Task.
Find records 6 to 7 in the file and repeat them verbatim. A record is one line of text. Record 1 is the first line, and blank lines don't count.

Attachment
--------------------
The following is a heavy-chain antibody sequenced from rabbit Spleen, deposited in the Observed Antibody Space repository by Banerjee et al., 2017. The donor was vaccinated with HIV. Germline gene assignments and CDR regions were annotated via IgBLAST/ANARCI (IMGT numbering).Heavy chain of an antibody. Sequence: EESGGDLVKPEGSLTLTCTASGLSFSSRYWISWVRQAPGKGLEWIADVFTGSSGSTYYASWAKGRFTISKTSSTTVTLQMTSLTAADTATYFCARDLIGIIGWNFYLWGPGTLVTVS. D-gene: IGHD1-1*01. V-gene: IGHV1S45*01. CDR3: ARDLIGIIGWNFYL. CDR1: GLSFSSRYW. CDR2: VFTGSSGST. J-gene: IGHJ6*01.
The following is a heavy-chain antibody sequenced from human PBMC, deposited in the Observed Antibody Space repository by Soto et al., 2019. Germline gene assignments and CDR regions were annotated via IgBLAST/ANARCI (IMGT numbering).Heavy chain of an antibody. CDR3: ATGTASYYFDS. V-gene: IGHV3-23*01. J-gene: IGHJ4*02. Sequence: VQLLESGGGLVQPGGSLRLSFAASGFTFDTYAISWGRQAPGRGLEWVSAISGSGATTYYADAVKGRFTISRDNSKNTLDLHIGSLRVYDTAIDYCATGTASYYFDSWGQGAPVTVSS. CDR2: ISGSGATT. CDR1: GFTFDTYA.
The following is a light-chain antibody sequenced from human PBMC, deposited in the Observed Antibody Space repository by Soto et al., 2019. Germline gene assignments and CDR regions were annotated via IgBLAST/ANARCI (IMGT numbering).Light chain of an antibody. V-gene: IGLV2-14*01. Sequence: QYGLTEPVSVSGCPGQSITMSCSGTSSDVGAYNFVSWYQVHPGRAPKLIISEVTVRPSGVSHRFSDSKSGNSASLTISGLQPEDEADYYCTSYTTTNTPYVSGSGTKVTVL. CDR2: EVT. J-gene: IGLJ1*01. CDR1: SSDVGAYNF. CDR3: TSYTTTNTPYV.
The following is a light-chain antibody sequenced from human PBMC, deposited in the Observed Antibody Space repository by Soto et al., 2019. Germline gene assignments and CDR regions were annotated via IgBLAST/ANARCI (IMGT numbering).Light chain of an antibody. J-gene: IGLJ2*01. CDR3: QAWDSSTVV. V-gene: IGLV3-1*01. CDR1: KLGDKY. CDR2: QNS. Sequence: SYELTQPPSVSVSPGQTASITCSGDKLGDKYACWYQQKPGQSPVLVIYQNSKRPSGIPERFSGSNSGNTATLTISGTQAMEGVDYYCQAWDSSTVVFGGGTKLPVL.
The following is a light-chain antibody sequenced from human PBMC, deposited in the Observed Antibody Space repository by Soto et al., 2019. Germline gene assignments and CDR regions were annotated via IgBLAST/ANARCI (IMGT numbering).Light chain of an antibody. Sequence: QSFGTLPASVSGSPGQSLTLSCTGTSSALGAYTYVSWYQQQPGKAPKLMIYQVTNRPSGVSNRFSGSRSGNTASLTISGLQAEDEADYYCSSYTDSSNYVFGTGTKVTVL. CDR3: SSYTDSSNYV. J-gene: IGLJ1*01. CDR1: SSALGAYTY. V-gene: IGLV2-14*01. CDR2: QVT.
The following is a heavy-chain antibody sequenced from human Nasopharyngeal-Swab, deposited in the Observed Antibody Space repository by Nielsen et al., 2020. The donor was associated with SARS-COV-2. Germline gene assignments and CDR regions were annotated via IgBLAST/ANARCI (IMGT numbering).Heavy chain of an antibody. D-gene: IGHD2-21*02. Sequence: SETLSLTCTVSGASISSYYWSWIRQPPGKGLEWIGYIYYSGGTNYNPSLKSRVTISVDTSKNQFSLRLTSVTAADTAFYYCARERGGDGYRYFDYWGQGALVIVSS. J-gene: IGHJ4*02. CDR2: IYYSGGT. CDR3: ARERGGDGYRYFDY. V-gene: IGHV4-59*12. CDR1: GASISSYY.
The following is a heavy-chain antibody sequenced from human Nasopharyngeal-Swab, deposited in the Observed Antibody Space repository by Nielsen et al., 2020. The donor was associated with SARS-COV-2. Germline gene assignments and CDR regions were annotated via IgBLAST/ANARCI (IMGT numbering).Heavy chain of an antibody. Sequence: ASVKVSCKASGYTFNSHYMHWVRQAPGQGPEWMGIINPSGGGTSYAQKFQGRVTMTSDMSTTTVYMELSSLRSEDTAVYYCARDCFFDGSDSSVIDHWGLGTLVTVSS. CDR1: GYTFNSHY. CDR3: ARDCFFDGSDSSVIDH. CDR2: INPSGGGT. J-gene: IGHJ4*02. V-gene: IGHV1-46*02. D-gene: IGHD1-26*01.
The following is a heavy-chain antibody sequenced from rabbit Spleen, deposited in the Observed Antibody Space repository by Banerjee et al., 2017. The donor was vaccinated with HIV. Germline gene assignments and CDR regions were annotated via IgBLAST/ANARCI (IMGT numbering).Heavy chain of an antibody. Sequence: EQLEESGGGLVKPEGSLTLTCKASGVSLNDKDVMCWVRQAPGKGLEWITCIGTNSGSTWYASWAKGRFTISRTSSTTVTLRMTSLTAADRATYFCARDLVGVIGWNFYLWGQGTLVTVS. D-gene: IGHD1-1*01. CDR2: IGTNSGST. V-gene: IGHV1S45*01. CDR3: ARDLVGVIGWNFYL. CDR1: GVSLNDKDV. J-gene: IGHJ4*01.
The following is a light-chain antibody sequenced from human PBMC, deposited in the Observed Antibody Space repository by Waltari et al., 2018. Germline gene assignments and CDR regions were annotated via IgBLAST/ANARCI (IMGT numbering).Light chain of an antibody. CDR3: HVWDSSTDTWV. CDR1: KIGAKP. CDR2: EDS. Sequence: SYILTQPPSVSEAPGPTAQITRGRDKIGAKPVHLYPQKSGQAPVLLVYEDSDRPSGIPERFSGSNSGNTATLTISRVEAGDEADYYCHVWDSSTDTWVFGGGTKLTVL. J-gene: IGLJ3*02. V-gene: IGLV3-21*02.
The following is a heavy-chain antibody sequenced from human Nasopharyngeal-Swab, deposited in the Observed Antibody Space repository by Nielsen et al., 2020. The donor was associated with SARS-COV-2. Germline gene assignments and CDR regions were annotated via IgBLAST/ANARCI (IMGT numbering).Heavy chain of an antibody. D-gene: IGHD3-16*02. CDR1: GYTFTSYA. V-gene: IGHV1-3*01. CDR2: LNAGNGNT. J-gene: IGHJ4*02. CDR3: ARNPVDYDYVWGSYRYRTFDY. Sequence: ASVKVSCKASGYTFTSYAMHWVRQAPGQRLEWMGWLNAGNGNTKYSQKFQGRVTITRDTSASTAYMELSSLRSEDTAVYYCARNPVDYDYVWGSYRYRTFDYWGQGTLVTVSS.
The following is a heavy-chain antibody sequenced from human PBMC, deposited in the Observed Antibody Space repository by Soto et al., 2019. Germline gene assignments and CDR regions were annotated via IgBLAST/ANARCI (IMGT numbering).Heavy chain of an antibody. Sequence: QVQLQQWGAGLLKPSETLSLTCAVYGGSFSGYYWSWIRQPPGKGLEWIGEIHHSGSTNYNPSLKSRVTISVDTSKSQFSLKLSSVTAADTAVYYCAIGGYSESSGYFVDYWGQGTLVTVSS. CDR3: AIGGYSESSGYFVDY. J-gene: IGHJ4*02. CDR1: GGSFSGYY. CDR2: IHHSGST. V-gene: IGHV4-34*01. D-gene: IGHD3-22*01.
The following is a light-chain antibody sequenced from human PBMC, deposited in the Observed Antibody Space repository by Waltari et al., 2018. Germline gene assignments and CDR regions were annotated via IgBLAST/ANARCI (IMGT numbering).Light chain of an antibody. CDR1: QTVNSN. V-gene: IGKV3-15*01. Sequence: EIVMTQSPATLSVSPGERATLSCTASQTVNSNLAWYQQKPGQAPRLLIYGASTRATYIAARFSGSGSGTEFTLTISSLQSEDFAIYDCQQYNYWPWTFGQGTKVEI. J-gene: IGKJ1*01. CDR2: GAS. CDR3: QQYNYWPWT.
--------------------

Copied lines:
The following is a heavy-chain antibody sequenced from human Nasopharyngeal-Swab, deposited in the Observed Antibody Space repository by Nielsen et al., 2020. The donor was associated with SARS-COV-2. Germline gene assignments and CDR regions were annotated via IgBLAST/ANARCI (IMGT numbering).Heavy chain of an antibody. D-gene: IGHD2-21*02. Sequence: SETLSLTCTVSGASISSYYWSWIRQPPGKGLEWIGYIYYSGGTNYNPSLKSRVTISVDTSKNQFSLRLTSVTAADTAFYYCARERGGDGYRYFDYWGQGALVIVSS. J-gene: IGHJ4*02. CDR2: IYYSGGT. CDR3: ARERGGDGYRYFDY. V-gene: IGHV4-59*12. CDR1: GASISSYY.
The following is a heavy-chain antibody sequenced from human Nasopharyngeal-Swab, deposited in the Observed Antibody Space repository by Nielsen et al., 2020. The donor was associated with SARS-COV-2. Germline gene assignments and CDR regions were annotated via IgBLAST/ANARCI (IMGT numbering).Heavy chain of an antibody. Sequence: ASVKVSCKASGYTFNSHYMHWVRQAPGQGPEWMGIINPSGGGTSYAQKFQGRVTMTSDMSTTTVYMELSSLRSEDTAVYYCARDCFFDGSDSSVIDHWGLGTLVTVSS. CDR1: GYTFNSHY. CDR3: ARDCFFDGSDSSVIDH. CDR2: INPSGGGT. J-gene: IGHJ4*02. V-gene: IGHV1-46*02. D-gene: IGHD1-26*01.